Learn about the Gulf sturgeon and how you can reduce your risk of impact with these large jumping fish.
Gulf sturgeon are present in the Suwannee River as well as most other rivers in Northwest Florida, including the Apalachicola, Choctawhatchee, Yellow, Blackwater, Escambia, Pearl and Pascagoula.
The sturgeon’s roots go back 200 million years. As it has for eons, the fish makes its presence known by jumping out of the water. With adult sturgeon reaching up to 8 feet in length and weighing up to 200 pounds, they can make quite a splash.
Boaters have been injured when they collide with the jumping fish. Passengers have been hit while they were seated in a boat’s bow. There’s no warning; the sturgeon just jump. If a boater is passing through when the fish is in the air, there’s a chance of injury.
In past years, boaters have been injured by direct strikes with sturgeon. In 2015, there were five reportable accidents involving sturgeon strikes. Three accidents occurred on the Suwannee River and two occurred on the Santa Fe River. The accidents involved one fatality and eight injuries.
Why do sturgeon jump? Scientists have determined that the fish jump to communicate with other sturgeon and to refill their swim bladder so they can maintain neutral buoyancy. The sturgeon certainly do make an impression with their aerial maneuvers.
While it is possible for sturgeon to jump anywhere in the river, the fish in the Suwannee are more commonly observed jumping where they gather in “holding” areas. Major holding areas in the Suwannee occur above Jack's Sandbar; below Manatee Springs; between Fanning Springs and Usher Landing; below Old Town Trestle; below the confluence of the Santa Fe and Suwannee rivers; near Rock Bluff; and below Anderson Springs.
What Boaters Can Do
Go slow:The best course of action is to go slow. This gives the captain more time to react and if you are hit, the force of the blow is much less at 10 mph than it is at 35 mph. Slow down and enjoy the river.
Wear your life jacket: Some boaters don’t like wearing a life jacket due to its bulkiness or fit. However, there are lighter, more compact and less restrictive models on the market. They include lightweight, over-the-shoulder and belt-type inflatables, in addition to vest-type life jackets. If you’re knocked out of a boat, hurt, and unconscious, a life jacket will help keep you afloat.
Stay off the bow: When traveling through areas where sturgeon known to jump, keep passengers off the bow of the vessel. Passengers riding on the bow have been injured when they’ve been struck by leaping sturgeon.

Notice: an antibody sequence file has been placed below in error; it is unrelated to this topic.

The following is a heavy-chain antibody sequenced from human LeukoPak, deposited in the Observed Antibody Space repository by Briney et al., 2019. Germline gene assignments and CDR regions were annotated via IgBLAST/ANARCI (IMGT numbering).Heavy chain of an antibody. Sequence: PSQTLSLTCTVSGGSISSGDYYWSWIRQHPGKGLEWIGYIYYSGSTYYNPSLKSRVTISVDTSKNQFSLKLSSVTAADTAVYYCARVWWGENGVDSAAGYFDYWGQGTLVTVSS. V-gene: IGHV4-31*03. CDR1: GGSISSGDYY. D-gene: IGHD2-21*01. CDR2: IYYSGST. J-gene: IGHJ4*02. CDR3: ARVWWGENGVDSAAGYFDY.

Be alert: Pay attention to your surroundings. If you’re in an area where you see sturgeon jumping, slow down. The fish tend to stay in the deeper sections of the river and avoid the shoreline.
Designate an operator: Don’t boat and drink. If you’re impaired, you have slower reaction times. If alcohol is consumed on a vessel, appoint a designated operator.
The Suwannee River is a beautiful part of Florida and should be enjoyed. The FWC wants boaters to know that these fish are out there and they do jump. Just be prepared, go slow, wear your life jacket and have fun.
Scientists estimate there are approximately 10,000 adult Gulf sturgeon that make the Suwannee their summer home, with far fewer numbers in the six other major rivers where Gulf sturgeon are known to spawn. The Suwannee River, which flows from the Okefenokee Swamp in southeastern Georgia down through northern Florida, is one of the most pristine rivers in the country - it has no dams which prevent sturgeons from moving up- and downstream. The Suwannee is considered one of the last “wild” rivers in Florida.
These fish use almost the entire length of the river to complete their complicated life history. The sturgeon spawning grounds on the Suwannee are 140 miles upstream from the mouth. Unlike salmon, which die after spawning in freshwater, sturgeon -- which can live to be 25-plus years old -- spend summer in the river, then swim back down the river to winter in the Gulf.
During the winter, sturgeon return to the eastern Gulf of Mexico where they feed heartily. They typically do not eat while they are in the river -- losing somewhere around 20 percent of their body mass. Because of this extended fast, biologists wonder why the fish would use energy to jump out of the water.
When they do eat, Gulf sturgeon are bottom feeders. They have barbells, catfish-like whiskers that help them search for prey, which they vacuum up with their sucker mouths.
Gulf sturgeon were federally listed as threatened under the Endangered Species Act in 1991
Gulf sturgeon facts
- Females grow larger than the males.
- They eat insect larvae, worms and other small organisms found in sand. After the first 9 months of life, sturgeon feed only in saltwater during the winter. They don’t eat while in the rivers.
- Anadromous – they migrate back and forth between freshwater and saltwater (Gulf of Mexico).
- The fish prefer unobstructed, sandy area in mid-river and deep, dark water. Rests in deep river holding areas from spring until fall.
- Sturgeon swim over 100 miles upriver in spring. Females deposit more than 200,000 eggs on gravel.
- Alligators and sharks are predators. Fish eat many eggs, larvae and baby sturgeon.
To report sturgeon strikes, call the Wildlife Alert Hotline at 888-404-3922 (FWCC).